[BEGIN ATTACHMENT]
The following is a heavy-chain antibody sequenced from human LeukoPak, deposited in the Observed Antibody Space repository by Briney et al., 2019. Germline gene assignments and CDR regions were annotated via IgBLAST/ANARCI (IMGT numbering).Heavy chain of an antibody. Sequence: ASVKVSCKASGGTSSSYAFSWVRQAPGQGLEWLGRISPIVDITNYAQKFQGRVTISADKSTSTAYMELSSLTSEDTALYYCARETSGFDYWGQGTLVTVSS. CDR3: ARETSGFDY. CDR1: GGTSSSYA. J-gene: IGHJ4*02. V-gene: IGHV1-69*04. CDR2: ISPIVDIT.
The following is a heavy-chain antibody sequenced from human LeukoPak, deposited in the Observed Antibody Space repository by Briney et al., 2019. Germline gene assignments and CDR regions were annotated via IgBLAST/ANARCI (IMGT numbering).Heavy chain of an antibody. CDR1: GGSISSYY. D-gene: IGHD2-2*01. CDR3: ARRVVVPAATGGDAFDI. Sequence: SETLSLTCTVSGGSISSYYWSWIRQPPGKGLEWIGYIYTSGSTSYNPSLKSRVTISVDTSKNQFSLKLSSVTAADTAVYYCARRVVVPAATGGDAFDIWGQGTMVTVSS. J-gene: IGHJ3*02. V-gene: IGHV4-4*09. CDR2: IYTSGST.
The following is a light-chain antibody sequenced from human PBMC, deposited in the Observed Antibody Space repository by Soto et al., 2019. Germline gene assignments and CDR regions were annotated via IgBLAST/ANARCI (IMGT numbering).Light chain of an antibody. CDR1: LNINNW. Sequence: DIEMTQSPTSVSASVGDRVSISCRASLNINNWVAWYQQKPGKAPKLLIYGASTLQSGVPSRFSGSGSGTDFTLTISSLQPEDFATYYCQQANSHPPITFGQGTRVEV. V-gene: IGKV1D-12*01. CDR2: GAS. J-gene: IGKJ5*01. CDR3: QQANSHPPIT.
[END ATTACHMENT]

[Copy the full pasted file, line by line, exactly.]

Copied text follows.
The following is a heavy-chain antibody sequenced from human LeukoPak, deposited in the Observed Antibody Space repository by Briney et al., 2019. Germline gene assignments and CDR regions were annotated via IgBLAST/ANARCI (IMGT numbering).Heavy chain of an antibody. Sequence: ASVKVSCKASGGTSSSYAFSWVRQAPGQGLEWLGRISPIVDITNYAQKFQGRVTISADKSTSTAYMELSSLTSEDTALYYCARETSGFDYWGQGTLVTVSS. CDR3: ARETSGFDY. CDR1: GGTSSSYA. J-gene: IGHJ4*02. V-gene: IGHV1-69*04. CDR2: ISPIVDIT.
The following is a heavy-chain antibody sequenced from human LeukoPak, deposited in the Observed Antibody Space repository by Briney et al., 2019. Germline gene assignments and CDR regions were annotated via IgBLAST/ANARCI (IMGT numbering).Heavy chain of an antibody. CDR1: GGSISSYY. D-gene: IGHD2-2*01. CDR3: ARRVVVPAATGGDAFDI. Sequence: SETLSLTCTVSGGSISSYYWSWIRQPPGKGLEWIGYIYTSGSTSYNPSLKSRVTISVDTSKNQFSLKLSSVTAADTAVYYCARRVVVPAATGGDAFDIWGQGTMVTVSS. J-gene: IGHJ3*02. V-gene: IGHV4-4*09. CDR2: IYTSGST.
The following is a light-chain antibody sequenced from human PBMC, deposited in the Observed Antibody Space repository by Soto et al., 2019. Germline gene assignments and CDR regions were annotated via IgBLAST/ANARCI (IMGT numbering).Light chain of an antibody. CDR1: LNINNW. Sequence: DIEMTQSPTSVSASVGDRVSISCRASLNINNWVAWYQQKPGKAPKLLIYGASTLQSGVPSRFSGSGSGTDFTLTISSLQPEDFATYYCQQANSHPPITFGQGTRVEV. V-gene: IGKV1D-12*01. CDR2: GAS. J-gene: IGKJ5*01. CDR3: QQANSHPPIT.